Technology & Science

Rogers iPhone speeds among fastest in the world: report

Canadian 3G iPhone users are experiencing some of the fastest network speeds in the world, according to a study by Wired magazine's website.

Canadian 3G iPhone users are experiencing some of the fastest network speeds in the world, according to a study by Wired magazine's website.

In an admittedly unscientific poll of more than 2,600 3G iPhone users around the world, Wired.com found that Rogers and Fido customers in Canada had an average download speed of 1,330 kilobits per second on their device. That ranked just behind the 1,822 kilobits experienced by T-Mobile subscribers in several European countries, including Germany and the Netherlands.

Rogers and Fido customers reported better speeds than their U.S. counterparts, who averaged speeds of 990 kilobits on AT&T's cellphone network. The worst speeds were reported by Australians on the Optus and Virgin networks, with about 390 kilobits.

Wired.com put the study together by directing 3G iPhone customers to a website that tested their download and upload speeds, and then allowed them to report back their findings. A total of 152 Canadians took part along with 1,638 Americans and 233 Australians. Most of the remaining 613 respondents were in Europe.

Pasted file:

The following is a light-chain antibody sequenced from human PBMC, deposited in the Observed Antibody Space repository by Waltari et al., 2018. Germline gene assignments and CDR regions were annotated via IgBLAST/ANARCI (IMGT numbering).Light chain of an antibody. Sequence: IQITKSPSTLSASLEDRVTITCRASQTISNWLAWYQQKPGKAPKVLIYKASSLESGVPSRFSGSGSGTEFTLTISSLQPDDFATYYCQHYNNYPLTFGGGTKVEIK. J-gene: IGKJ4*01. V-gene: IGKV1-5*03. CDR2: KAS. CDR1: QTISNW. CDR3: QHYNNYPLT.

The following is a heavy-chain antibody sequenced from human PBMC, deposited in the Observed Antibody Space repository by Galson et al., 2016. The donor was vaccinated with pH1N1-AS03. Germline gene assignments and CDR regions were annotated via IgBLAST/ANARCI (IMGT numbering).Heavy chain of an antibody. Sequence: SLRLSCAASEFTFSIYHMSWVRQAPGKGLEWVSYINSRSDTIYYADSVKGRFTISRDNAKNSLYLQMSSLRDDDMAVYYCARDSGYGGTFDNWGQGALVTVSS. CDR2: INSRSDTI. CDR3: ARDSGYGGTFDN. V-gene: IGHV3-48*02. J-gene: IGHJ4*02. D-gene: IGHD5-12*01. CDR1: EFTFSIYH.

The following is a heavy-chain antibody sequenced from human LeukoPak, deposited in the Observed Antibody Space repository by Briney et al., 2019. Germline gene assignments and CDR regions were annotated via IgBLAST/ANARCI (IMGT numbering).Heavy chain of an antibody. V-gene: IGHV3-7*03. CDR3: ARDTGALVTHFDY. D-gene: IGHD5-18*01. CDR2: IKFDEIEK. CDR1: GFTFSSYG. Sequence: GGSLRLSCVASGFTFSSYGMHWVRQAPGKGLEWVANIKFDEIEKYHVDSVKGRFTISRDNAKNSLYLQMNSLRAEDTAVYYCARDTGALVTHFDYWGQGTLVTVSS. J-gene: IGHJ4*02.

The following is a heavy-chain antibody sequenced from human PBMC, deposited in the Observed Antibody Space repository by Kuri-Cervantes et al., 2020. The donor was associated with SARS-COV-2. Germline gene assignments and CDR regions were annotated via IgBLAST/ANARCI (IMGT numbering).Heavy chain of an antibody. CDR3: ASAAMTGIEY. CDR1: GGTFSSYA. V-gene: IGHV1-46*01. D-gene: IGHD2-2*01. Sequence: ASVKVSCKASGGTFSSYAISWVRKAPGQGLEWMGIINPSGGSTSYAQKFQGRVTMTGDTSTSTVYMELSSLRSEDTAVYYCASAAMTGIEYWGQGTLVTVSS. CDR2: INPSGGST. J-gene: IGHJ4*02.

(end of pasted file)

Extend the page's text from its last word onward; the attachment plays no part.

The differing speeds were the result of the various stages of rollout of 3G networks by cellphone carriers, Wired said. While recent reports — including a study by a Swedish technical magazine — have blamed 3G iPhone connection problems on the device itself, Wired's study was meant to show that any problems are the result of carriers' networks.

"In our view, this data is a strong indicator that performance of the mobile carrier's network is affecting the iPhone 3G more than the handset itself," wrote Wired's Brian X. Chen. "Altogether, this furthers our thesis that it's highly unlikely that Apple is going to wave a magic wand and say, '3G problems, be gone,' with a software update."

The speed report is good news for Rogers, which provoked a wave of negative publicity before launching the 3G iPhone earlier this summer. An online petition protesting the company's rate plans attracted more than 60,000 signatures, forcing the company to offer a temporary plan with lower fees.

That temporary offer is set to expire at the end of August, whereupon the Rogers iPhone again will be the most expensive offered by carriers which launched the device on July 11, according to CBCNews.ca's iPhone iNdex. A spokesperson for Rogers did not immediately return a query as to whether there are any plans to extend the temporary offer.

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